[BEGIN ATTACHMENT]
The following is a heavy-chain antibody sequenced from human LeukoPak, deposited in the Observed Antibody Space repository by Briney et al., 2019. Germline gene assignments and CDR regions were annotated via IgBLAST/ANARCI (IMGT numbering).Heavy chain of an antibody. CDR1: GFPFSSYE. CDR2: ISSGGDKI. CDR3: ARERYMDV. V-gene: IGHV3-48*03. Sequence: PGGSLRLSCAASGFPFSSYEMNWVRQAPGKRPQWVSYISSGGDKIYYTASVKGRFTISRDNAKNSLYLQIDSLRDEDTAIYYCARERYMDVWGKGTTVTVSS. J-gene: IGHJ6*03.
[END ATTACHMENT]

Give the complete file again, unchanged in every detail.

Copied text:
The following is a heavy-chain antibody sequenced from human LeukoPak, deposited in the Observed Antibody Space repository by Briney et al., 2019. Germline gene assignments and CDR regions were annotated via IgBLAST/ANARCI (IMGT numbering).Heavy chain of an antibody. CDR1: GFPFSSYE. CDR2: ISSGGDKI. CDR3: ARERYMDV. V-gene: IGHV3-48*03. Sequence: PGGSLRLSCAASGFPFSSYEMNWVRQAPGKRPQWVSYISSGGDKIYYTASVKGRFTISRDNAKNSLYLQIDSLRDEDTAIYYCARERYMDVWGKGTTVTVSS. J-gene: IGHJ6*03.